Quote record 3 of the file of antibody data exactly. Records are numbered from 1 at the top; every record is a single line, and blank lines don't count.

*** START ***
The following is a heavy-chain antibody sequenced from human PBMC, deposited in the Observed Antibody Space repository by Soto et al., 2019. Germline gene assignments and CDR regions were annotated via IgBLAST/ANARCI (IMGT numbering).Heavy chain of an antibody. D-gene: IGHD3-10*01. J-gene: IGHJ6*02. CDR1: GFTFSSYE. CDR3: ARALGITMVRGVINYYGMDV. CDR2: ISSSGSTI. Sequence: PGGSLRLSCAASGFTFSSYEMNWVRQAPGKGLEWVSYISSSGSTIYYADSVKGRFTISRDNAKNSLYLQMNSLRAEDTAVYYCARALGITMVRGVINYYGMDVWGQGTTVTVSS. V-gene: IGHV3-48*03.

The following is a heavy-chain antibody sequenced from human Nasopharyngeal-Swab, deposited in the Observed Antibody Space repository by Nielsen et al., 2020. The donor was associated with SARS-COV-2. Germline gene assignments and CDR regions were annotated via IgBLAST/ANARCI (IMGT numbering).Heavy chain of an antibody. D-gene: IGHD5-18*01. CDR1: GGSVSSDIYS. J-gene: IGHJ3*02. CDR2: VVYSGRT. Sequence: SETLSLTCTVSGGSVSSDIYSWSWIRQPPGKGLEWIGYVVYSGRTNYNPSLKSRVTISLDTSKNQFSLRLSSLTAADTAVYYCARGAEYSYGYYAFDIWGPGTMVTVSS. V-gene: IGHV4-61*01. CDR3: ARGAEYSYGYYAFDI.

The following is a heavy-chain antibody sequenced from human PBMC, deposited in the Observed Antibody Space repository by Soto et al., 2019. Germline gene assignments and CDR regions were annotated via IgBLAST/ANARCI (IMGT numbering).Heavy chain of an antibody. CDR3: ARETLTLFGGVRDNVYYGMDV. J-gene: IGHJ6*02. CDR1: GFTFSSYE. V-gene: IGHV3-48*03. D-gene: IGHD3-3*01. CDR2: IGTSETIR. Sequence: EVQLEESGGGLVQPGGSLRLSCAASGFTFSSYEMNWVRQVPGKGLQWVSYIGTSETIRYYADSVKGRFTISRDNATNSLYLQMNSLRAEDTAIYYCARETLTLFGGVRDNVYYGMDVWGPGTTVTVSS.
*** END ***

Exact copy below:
The following is a heavy-chain antibody sequenced from human PBMC, deposited in the Observed Antibody Space repository by Soto et al., 2019. Germline gene assignments and CDR regions were annotated via IgBLAST/ANARCI (IMGT numbering).Heavy chain of an antibody. CDR3: ARETLTLFGGVRDNVYYGMDV. J-gene: IGHJ6*02. CDR1: GFTFSSYE. V-gene: IGHV3-48*03. D-gene: IGHD3-3*01. CDR2: IGTSETIR. Sequence: EVQLEESGGGLVQPGGSLRLSCAASGFTFSSYEMNWVRQVPGKGLQWVSYIGTSETIRYYADSVKGRFTISRDNATNSLYLQMNSLRAEDTAIYYCARETLTLFGGVRDNVYYGMDVWGPGTTVTVSS.